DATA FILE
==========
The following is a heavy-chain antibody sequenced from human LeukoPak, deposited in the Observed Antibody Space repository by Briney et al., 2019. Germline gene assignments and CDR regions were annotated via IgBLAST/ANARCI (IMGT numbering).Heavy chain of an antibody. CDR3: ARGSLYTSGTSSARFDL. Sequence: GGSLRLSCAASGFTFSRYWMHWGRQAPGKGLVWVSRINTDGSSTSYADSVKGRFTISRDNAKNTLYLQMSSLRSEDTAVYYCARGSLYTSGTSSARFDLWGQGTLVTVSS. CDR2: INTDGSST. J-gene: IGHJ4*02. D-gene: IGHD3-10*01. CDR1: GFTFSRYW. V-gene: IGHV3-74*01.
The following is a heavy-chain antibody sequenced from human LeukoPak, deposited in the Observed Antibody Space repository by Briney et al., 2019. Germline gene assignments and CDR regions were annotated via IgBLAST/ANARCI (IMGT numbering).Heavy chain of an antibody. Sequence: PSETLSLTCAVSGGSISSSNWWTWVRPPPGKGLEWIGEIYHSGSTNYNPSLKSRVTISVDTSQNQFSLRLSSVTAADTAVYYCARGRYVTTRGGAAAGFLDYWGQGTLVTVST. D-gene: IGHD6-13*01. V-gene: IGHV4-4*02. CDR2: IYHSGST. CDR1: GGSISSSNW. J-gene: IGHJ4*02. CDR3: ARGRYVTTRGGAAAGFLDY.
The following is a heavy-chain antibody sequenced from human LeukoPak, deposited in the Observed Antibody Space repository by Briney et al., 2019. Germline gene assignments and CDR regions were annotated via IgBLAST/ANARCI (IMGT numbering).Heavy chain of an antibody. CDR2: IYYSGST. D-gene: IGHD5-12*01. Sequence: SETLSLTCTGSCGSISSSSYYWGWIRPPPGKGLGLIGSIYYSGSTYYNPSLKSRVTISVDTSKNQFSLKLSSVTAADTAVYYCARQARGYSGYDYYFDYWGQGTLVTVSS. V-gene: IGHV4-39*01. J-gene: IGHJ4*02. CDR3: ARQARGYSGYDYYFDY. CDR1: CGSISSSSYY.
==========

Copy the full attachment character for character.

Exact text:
The following is a heavy-chain antibody sequenced from human LeukoPak, deposited in the Observed Antibody Space repository by Briney et al., 2019. Germline gene assignments and CDR regions were annotated via IgBLAST/ANARCI (IMGT numbering).Heavy chain of an antibody. CDR3: ARGSLYTSGTSSARFDL. Sequence: GGSLRLSCAASGFTFSRYWMHWGRQAPGKGLVWVSRINTDGSSTSYADSVKGRFTISRDNAKNTLYLQMSSLRSEDTAVYYCARGSLYTSGTSSARFDLWGQGTLVTVSS. CDR2: INTDGSST. J-gene: IGHJ4*02. D-gene: IGHD3-10*01. CDR1: GFTFSRYW. V-gene: IGHV3-74*01.
The following is a heavy-chain antibody sequenced from human LeukoPak, deposited in the Observed Antibody Space repository by Briney et al., 2019. Germline gene assignments and CDR regions were annotated via IgBLAST/ANARCI (IMGT numbering).Heavy chain of an antibody. Sequence: PSETLSLTCAVSGGSISSSNWWTWVRPPPGKGLEWIGEIYHSGSTNYNPSLKSRVTISVDTSQNQFSLRLSSVTAADTAVYYCARGRYVTTRGGAAAGFLDYWGQGTLVTVST. D-gene: IGHD6-13*01. V-gene: IGHV4-4*02. CDR2: IYHSGST. CDR1: GGSISSSNW. J-gene: IGHJ4*02. CDR3: ARGRYVTTRGGAAAGFLDY.
The following is a heavy-chain antibody sequenced from human LeukoPak, deposited in the Observed Antibody Space repository by Briney et al., 2019. Germline gene assignments and CDR regions were annotated via IgBLAST/ANARCI (IMGT numbering).Heavy chain of an antibody. CDR2: IYYSGST. D-gene: IGHD5-12*01. Sequence: SETLSLTCTGSCGSISSSSYYWGWIRPPPGKGLGLIGSIYYSGSTYYNPSLKSRVTISVDTSKNQFSLKLSSVTAADTAVYYCARQARGYSGYDYYFDYWGQGTLVTVSS. V-gene: IGHV4-39*01. J-gene: IGHJ4*02. CDR3: ARQARGYSGYDYYFDY. CDR1: CGSISSSSYY.